Copper: Kevin Norrish, from BarCap, was optimistic about copper. “It’s had a strong recovery and we’re looking at further increases in prices,” he said. Copper was second only to lead as the second largest increase in commodity prices from Jan 2009 to Jan 2010. What did he put this down to? You guessed it. The not-so-sleepy giant in the East. Chinese demand was increasing, but he pointed to increased OECD demand too as a driver. He predicted that copper would move from surplus to deficit in the not-too-distance future.
Uranium: Dr Gene Clark, chief executive of TradeTech, lamented the lack of an open uranium exchange before casting a cautionary tone on the mineral. He pointed to a serious production problem, slightly remedied by resurgent Kazakh production which increased by 41 per cent last year. But the demand was there as nuclear energy was a growth industry, especially as, yes, the Chinese moved into it (it only comprises 2 per cent of their energy now). So Mr Clark predicted a looming supply tightness in 2014-17 with price staying between $40-60 for the next two years.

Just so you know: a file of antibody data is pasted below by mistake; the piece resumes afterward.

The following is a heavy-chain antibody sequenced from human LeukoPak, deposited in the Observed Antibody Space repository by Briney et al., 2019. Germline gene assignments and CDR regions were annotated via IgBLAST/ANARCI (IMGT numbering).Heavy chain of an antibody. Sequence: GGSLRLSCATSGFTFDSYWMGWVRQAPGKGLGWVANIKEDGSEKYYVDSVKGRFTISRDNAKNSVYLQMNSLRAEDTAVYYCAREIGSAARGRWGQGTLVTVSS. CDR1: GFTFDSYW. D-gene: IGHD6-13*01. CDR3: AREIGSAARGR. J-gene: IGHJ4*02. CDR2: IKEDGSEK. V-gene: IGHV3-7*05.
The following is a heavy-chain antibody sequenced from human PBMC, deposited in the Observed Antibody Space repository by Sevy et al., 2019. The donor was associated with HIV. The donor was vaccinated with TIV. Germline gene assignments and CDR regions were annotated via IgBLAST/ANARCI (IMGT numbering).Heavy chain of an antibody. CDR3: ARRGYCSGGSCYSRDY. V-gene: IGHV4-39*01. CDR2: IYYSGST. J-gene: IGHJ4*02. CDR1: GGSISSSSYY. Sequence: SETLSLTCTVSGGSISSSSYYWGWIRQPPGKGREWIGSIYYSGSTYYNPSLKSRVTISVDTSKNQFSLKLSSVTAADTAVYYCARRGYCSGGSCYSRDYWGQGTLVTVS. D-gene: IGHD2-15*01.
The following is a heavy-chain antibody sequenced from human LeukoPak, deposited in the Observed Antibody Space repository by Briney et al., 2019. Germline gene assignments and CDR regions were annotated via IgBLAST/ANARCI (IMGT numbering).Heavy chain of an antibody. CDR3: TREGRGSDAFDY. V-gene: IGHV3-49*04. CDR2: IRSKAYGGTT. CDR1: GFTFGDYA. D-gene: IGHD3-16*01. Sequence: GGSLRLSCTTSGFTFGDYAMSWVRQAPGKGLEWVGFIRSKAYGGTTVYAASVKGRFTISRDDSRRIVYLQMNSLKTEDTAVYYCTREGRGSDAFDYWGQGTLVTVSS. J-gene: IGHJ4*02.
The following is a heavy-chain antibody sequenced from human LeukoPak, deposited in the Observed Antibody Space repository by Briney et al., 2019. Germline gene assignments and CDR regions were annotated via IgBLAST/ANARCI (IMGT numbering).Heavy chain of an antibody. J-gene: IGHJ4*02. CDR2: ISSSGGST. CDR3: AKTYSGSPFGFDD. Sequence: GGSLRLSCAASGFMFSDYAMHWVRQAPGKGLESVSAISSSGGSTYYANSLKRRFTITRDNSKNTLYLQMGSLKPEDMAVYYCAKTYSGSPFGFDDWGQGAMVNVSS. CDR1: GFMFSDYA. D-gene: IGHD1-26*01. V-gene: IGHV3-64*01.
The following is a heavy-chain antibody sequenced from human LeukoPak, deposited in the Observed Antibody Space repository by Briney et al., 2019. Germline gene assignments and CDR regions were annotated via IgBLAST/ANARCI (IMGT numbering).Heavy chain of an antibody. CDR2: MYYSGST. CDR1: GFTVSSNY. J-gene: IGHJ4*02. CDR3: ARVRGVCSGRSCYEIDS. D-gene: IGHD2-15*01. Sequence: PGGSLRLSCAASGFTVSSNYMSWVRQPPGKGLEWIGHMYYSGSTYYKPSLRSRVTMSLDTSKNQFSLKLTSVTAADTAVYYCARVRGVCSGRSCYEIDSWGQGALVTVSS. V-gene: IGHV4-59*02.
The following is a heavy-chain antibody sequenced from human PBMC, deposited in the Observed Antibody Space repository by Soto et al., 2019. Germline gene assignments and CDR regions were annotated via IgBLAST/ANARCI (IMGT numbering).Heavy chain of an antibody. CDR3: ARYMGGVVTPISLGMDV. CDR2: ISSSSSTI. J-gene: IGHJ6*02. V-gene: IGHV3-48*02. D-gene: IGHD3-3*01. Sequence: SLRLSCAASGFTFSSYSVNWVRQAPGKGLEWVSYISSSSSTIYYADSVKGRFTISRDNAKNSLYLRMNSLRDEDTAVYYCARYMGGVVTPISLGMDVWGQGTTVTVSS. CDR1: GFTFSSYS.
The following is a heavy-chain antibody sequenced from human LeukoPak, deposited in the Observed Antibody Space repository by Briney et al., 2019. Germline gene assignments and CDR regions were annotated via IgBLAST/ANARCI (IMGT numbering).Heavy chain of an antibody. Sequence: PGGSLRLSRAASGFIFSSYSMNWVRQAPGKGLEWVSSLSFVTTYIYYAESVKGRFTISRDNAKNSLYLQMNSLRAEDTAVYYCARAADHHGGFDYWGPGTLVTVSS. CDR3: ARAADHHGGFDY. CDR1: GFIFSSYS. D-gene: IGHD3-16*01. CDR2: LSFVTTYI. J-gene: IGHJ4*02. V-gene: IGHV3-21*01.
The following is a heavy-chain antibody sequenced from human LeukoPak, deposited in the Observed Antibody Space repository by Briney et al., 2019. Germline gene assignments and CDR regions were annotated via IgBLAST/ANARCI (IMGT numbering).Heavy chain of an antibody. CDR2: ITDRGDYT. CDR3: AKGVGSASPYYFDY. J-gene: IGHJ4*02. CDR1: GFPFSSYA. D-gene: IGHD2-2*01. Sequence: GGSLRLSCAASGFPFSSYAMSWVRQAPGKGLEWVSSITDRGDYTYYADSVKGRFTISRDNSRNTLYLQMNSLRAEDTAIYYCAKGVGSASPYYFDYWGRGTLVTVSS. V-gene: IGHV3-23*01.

Iron Ore: “China is the key to understanding the future of iron ore,” said Magnus Eriksson, chairman of the Raw Materials Group, unsurprisingly. Chinese production of iron ore has been constant for the past two or three year, and the country cannot cope, he said. “It might lead to a shake out among producers there, merging mines, mechanisation,” he said. But as it stands Australia is leading and corporate concentration is “excessively high” especially with the prospective Rio-BHP joint venture in Western Australia. “That could be bad for those purchasing iron ore,” he concluded.
Platinum: This all comes down to Young Financially Independent Women In China, or YFIWIC (yes, I coined the acronym) according to Tony Kendall, of Mitsubishi. “There are 60 million of them in China and they are the target for platinum,” he said. The Chinese cultural shift towards buying two wedding rings was also a driver of growth in demand, with the possibility that it could rise to three. Apparently a platinum ring in China costs as little as 1,500 yuan ($220). He was bullish about prices predicting prices would reach the dizzy heights of $1,720 an ounce this year.